I knew not what to do
Not an inkling, not a clue

Should I walk on and ignore them
Should I beg them and implore them

Not to shriek at me so loudly
Not to chastise me so soundly

Just to get out of my way
Let me get on with my day

I really do not wish to buy
I was only passing by

#     #     #

Nor do I feel the urge to hire
A sander or electric fire

Nor will I get an instant thrill
If I just hire a power drill

I surely do not need a sign
To advertise what’s still is mine

I’ve already got more than a few
So they will really have to do

Nor do I need to learn to drive
I’d rather walk and stay alive

I’ll not describe the fine details
But I don’t need polish for my nails

I reckon I’m a beauty too
Stick your cosmetics down the loo

My laundry is for private use
I don’t subject it to abuse

And as for washing all my smalls
I’d rather use Niagara Falls

My house is not for sale just yet
Say any more – I’ll get upset

And as for gas, my need’s not great
My house is all electric, mate

#     #     #

To be attacked by signs is bad
It leaves me feeling very sad
That my main street has reached the stage
When just to earn a living wage
These shops must now our street deface
By planting signs in every place
Leaving me so little space
I think I’m in an obstacle race

SUICIDE ON A WHIM

‘River Liffey Inciden’t . . . Pen & Wash . . . WHB – 1994

SUICIDE ON A WHIM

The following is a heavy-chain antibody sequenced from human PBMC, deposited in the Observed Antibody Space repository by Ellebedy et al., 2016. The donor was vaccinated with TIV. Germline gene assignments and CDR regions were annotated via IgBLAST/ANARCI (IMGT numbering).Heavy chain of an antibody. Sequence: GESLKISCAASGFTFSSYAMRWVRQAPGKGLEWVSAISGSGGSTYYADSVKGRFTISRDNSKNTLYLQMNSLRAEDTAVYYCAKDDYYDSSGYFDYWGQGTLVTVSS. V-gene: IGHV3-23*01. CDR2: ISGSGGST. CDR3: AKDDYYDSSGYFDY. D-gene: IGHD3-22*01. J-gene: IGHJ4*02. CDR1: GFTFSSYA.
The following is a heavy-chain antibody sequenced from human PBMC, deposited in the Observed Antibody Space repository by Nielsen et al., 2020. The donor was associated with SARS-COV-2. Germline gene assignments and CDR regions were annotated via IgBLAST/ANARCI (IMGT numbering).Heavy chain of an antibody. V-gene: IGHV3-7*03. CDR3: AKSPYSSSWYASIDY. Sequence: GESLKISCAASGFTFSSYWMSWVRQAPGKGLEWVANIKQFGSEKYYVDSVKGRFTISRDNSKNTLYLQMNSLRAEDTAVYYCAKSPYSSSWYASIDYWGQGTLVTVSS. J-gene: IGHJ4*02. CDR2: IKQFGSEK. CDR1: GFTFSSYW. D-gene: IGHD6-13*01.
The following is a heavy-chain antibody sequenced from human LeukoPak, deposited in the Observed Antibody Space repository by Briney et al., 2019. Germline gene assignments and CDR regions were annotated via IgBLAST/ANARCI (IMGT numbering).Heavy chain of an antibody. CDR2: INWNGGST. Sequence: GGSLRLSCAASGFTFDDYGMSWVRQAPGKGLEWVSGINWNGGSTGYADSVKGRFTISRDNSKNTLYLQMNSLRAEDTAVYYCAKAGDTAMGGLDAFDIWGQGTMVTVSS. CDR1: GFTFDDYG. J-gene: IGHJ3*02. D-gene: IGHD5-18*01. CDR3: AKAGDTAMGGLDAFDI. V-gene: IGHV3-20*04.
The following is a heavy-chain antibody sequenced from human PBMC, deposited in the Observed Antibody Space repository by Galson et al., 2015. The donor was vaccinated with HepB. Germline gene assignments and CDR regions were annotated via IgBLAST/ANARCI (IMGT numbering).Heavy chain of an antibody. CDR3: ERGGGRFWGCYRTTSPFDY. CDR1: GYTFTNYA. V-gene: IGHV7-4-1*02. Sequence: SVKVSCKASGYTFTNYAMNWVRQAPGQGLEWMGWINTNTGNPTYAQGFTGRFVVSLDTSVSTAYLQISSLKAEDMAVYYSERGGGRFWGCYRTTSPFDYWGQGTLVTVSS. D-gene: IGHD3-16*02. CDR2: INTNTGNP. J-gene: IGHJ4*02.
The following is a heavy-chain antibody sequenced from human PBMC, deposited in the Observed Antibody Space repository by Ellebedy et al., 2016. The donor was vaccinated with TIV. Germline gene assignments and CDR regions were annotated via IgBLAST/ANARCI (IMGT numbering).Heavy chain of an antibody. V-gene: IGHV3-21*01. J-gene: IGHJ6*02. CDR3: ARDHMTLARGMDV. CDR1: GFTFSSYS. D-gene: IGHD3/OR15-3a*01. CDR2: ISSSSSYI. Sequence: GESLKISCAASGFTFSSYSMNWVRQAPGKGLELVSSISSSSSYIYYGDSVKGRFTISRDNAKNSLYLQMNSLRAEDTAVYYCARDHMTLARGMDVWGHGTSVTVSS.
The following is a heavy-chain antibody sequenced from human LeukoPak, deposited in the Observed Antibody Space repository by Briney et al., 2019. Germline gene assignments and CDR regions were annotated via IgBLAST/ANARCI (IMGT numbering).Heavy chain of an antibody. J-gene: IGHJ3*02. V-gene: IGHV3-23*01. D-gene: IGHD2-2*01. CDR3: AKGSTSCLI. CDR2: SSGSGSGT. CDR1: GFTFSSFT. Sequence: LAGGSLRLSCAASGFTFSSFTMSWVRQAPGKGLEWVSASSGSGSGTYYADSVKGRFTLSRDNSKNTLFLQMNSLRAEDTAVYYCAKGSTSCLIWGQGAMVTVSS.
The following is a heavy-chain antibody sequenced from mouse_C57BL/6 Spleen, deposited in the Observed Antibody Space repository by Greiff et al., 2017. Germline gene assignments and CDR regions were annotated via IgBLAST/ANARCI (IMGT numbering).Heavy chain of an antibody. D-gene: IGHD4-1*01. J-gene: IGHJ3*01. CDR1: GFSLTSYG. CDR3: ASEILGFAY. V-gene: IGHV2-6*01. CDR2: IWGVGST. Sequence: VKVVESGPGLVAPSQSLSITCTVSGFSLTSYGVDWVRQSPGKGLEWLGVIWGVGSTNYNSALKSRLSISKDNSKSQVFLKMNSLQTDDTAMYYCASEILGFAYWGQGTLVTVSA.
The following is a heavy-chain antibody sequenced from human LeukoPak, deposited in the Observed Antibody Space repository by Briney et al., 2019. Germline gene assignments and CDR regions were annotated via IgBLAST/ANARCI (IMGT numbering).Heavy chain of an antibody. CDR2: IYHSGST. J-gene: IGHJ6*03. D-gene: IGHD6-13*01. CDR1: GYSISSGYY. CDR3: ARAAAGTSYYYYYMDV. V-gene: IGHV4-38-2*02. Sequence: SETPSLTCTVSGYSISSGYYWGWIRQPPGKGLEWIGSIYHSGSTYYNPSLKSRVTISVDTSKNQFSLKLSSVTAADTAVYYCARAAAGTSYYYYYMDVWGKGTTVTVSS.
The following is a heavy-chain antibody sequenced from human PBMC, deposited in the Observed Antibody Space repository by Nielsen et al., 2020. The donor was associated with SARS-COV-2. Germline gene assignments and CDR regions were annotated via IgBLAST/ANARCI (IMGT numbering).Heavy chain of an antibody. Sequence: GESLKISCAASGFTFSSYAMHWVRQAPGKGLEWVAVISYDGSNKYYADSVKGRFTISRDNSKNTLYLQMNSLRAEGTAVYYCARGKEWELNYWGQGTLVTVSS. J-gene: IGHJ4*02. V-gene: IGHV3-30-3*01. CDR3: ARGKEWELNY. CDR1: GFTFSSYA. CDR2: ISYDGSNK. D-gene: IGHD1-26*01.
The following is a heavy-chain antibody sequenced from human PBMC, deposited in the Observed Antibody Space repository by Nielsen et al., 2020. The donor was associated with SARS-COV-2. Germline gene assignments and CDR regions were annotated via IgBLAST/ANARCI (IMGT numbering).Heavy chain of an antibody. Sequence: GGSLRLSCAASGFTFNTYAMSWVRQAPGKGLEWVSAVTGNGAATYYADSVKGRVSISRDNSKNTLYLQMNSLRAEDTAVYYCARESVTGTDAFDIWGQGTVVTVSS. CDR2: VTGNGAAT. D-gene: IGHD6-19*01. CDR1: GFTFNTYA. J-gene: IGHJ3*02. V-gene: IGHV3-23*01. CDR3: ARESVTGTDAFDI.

Suicide on a whim
is not unheard of
but few such perpetrators
live to tell the tale

one such
rescued from his indecision
by the Gardai
lived through his trauma

sweet Liffey run softly
while I tell the story

distraught by his
gambling debts
and the drinking
his only way to a conclusion
seemed to him to be
voluntary
self-inflicted
euthanasia
yes
he thought
that he wanted to die
half-determined
part irresolute

in a single moment of wavering
he had jumped
just fell perhaps
but the fear
and the cold water
soon hit him
hit harder
than the twenty foot drop

an instinctive cry
escaped him
you could call it
a change of mind
his cry for help
was a second thought
an unintended consequence
of his half-hearted conviction

and now he was held
grasped in a rescue bid

but did he wish to be salvaged
to be pleaded with
would that bring him
the closure he craved
attention unwanted

but secured
attention secured
but unwanted

and still
he could not let go
the ladder
his passport to life
a life he did not desire
could he bear to go there
yet again
to continue
victim to more pain
to yet more anguish

but temporary chagrin
is no killer
his cri de coeur
answered
his indecision
thwarted

is it heads or tails
is it stay or go
is life’s hurt
greater than death’s pain
is future shame